Being here now, observing the present moment, doing one thing at a time, without judgement, effectively. These are all components of mindfulness, something we could all use more of, especially during this busy season of holidays which we so easily forget are also holy days.
Why is it, that around this time of year, so many people take it upon themselves to bring all kinds of alluring desserts to share at work? I know they have good intentions, and I love the holidays, but a quick nibble here and a mindless indulgence there can add up to unpleasant consequences like: “Why am I so moody/tired lately? Could it be all that sugar I’ve been eating?” and “Where did those 5 extra pounds come from?”
Slowing down and eating mindfully can enhance the experience of eating. Mindful eating improves our digestion and can help us maintain a healthy weight. It allows us to nourish and respect our bodies. Using mindfulness, I would not just grab that chocolate chip cookie and stuff it into my mouth without thinking. If I was being mindful, I would not be eating in front of the TV or at the computer as I too often do at work.
Using mindfulness, I would start by observing. I would observe the cookie and all it’s friends: the gingerbread man, the rice crispy treats and those little white balls covered with powdered sugar with nuts inside (if it has nuts, it’s healthy right?) I might observe my mouth watering slightly with detachment (Hmmm. That’s an interesting sensation.) If I don’t observe this sensation for too long, if I don’t let it turn into drooling, I can choose not to act on the urge to grab and gobble, and instead go on serenely about my business. Maybe get a cup of herbal tea, or a carrot stick…. which I would eat mindfully of course.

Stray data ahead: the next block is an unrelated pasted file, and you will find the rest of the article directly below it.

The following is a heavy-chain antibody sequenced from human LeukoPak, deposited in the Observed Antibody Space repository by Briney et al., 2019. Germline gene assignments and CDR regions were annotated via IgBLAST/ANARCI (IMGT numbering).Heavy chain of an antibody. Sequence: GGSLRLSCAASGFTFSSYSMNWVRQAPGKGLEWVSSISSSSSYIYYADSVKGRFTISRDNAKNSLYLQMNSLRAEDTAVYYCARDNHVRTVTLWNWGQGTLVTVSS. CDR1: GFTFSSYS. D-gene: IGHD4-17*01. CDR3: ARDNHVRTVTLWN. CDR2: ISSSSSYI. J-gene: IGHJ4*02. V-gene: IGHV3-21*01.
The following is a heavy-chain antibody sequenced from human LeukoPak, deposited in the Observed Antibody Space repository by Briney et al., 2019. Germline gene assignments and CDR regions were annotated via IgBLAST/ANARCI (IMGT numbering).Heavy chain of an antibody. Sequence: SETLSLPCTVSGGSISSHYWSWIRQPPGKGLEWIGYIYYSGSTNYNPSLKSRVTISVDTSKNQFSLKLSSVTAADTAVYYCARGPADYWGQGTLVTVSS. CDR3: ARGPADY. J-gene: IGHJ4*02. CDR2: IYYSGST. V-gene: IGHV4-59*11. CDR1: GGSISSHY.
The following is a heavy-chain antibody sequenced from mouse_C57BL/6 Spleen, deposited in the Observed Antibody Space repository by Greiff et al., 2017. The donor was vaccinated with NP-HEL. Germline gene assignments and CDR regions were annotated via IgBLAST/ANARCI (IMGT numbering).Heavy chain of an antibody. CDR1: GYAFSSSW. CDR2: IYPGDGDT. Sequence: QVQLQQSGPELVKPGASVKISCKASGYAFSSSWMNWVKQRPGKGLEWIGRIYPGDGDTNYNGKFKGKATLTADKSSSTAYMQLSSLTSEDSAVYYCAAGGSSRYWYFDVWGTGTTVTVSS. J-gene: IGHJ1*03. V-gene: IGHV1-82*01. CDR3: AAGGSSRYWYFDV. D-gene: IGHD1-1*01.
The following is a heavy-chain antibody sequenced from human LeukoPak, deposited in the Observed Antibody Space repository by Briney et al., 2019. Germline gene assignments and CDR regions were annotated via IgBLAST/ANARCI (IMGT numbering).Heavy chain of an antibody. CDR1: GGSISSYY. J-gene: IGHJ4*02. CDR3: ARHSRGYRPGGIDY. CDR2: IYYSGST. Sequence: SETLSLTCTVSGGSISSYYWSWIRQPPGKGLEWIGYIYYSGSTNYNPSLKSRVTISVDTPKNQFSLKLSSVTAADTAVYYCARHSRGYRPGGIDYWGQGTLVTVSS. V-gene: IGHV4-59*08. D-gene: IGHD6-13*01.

But when we’re going to have a treat, whether it’s a cookie or a green bean, lets make it count. Let’s make it a memorable experience. Here are my steps for Mindful Eating using all of your senses:
1. Use your sense of sight to observe the colors and shapes of your well chosen treat. Take some time to study it. With fruits and vegetables, you might even discover something new. Jon Kabat-Zinn does this trick with a peeled banana where he shows how it’s made up of three distinct segments lengthwise. Just try it!
2. Smell your food. It could be a strong or subtle smell. If your nose likes what it smells, enjoy the aroma. If not, you might want to stop here and not proceed to step 3 with this particular food item. Our sense of smell is designed to protect us from things we really shouldn’t eat.
3. If you like the smell, put a small morsel at a time in your mouth. Will it melt or is chewing required? (If it’s a carrot, there’s no need to wonder, but it can be interesting to let a bit of sugar cookie or chocolate melt in your mouth.)
4. Feel the texture or textures. Is it smooth or rough or a combination?
5. Savor the tastes. Is it sweet, salty, tart, tangy……?
6. Does the process of eating create any sound, like crunching or even slurping?
Do all the above slowly so you can to make your treat last. In case you hadn’t noticed, I’m partially suspending the nonjudgmental aspect of mindfulness in favor of healthy fun. It’s ok to judge the flavor or texture of your food in an appreciative way, but don’t judge yourself, for eating too fast for example. Just observe and you might slow down. And if you do judge, just observe the judging without additional judging about the judging.
Now, you might not want to try your first attempt at mindful eating at a party. You might not want to say, I can’t talk right now, because I’m going to eat this cookie mindfully, unless you have the kind of friends who would appreciate that. It’s best to practice mindful eating alone at first or with one good friend who’s willing to humor you. If you’re at a party, or with someone who doesn’t know you well, you might just go with eating semi-mindfully or having mindful moments. Either way, you’re likely to eat less and enjoy it more.